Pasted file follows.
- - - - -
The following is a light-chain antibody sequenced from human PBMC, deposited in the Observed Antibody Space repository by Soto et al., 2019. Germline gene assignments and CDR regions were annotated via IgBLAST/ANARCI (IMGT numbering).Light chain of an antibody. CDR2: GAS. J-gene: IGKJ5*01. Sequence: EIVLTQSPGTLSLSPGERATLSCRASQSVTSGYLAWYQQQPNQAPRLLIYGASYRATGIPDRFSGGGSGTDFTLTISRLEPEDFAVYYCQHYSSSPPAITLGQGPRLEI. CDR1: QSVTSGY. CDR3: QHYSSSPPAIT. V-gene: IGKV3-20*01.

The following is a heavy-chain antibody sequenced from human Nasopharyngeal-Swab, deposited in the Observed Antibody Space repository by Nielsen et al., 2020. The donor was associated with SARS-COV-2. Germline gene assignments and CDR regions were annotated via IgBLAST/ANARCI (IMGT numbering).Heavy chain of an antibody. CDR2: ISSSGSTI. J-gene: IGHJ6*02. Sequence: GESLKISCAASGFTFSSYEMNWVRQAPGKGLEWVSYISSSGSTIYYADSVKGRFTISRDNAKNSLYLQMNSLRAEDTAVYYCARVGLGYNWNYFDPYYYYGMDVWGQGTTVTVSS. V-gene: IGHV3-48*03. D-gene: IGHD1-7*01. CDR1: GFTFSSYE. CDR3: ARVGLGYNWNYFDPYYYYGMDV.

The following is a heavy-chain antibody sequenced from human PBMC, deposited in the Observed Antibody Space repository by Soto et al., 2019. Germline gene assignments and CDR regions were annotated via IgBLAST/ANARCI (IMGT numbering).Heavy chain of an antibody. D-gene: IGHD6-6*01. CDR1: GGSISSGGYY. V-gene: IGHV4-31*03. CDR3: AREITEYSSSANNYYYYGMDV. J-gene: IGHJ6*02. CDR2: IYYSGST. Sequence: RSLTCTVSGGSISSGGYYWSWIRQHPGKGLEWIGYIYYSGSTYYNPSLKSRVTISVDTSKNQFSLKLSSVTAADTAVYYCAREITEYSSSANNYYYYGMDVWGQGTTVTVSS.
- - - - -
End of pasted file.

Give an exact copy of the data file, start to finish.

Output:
The following is a light-chain antibody sequenced from human PBMC, deposited in the Observed Antibody Space repository by Soto et al., 2019. Germline gene assignments and CDR regions were annotated via IgBLAST/ANARCI (IMGT numbering).Light chain of an antibody. CDR2: GAS. J-gene: IGKJ5*01. Sequence: EIVLTQSPGTLSLSPGERATLSCRASQSVTSGYLAWYQQQPNQAPRLLIYGASYRATGIPDRFSGGGSGTDFTLTISRLEPEDFAVYYCQHYSSSPPAITLGQGPRLEI. CDR1: QSVTSGY. CDR3: QHYSSSPPAIT. V-gene: IGKV3-20*01.

The following is a heavy-chain antibody sequenced from human Nasopharyngeal-Swab, deposited in the Observed Antibody Space repository by Nielsen et al., 2020. The donor was associated with SARS-COV-2. Germline gene assignments and CDR regions were annotated via IgBLAST/ANARCI (IMGT numbering).Heavy chain of an antibody. CDR2: ISSSGSTI. J-gene: IGHJ6*02. Sequence: GESLKISCAASGFTFSSYEMNWVRQAPGKGLEWVSYISSSGSTIYYADSVKGRFTISRDNAKNSLYLQMNSLRAEDTAVYYCARVGLGYNWNYFDPYYYYGMDVWGQGTTVTVSS. V-gene: IGHV3-48*03. D-gene: IGHD1-7*01. CDR1: GFTFSSYE. CDR3: ARVGLGYNWNYFDPYYYYGMDV.

The following is a heavy-chain antibody sequenced from human PBMC, deposited in the Observed Antibody Space repository by Soto et al., 2019. Germline gene assignments and CDR regions were annotated via IgBLAST/ANARCI (IMGT numbering).Heavy chain of an antibody. D-gene: IGHD6-6*01. CDR1: GGSISSGGYY. V-gene: IGHV4-31*03. CDR3: AREITEYSSSANNYYYYGMDV. J-gene: IGHJ6*02. CDR2: IYYSGST. Sequence: RSLTCTVSGGSISSGGYYWSWIRQHPGKGLEWIGYIYYSGSTYYNPSLKSRVTISVDTSKNQFSLKLSSVTAADTAVYYCAREITEYSSSANNYYYYGMDVWGQGTTVTVSS.